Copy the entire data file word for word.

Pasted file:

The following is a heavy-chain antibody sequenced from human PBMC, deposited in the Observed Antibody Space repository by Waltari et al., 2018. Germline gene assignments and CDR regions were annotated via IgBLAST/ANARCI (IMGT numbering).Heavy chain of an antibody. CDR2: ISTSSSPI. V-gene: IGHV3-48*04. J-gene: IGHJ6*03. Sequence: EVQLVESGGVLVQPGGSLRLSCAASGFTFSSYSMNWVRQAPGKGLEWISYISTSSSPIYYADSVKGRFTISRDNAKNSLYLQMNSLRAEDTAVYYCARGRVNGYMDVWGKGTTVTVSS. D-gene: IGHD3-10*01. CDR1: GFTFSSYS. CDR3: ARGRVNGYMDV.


The following is a heavy-chain antibody sequenced from human PBMC, deposited in the Observed Antibody Space repository by Waltari et al., 2018. Germline gene assignments and CDR regions were annotated via IgBLAST/ANARCI (IMGT numbering).Heavy chain of an antibody. CDR2: ISTSSSPI. V-gene: IGHV3-48*04. J-gene: IGHJ6*03. Sequence: EVQLVESGGVLVQPGGSLRLSCAASGFTFSSYSMNWVRQAPGKGLEWISYISTSSSPIYYADSVKGRFTISRDNAKNSLYLQMNSLRAEDTAVYYCARGRVNGYMDVWGKGTTVTVSS. D-gene: IGHD3-10*01. CDR1: GFTFSSYS. CDR3: ARGRVNGYMDV.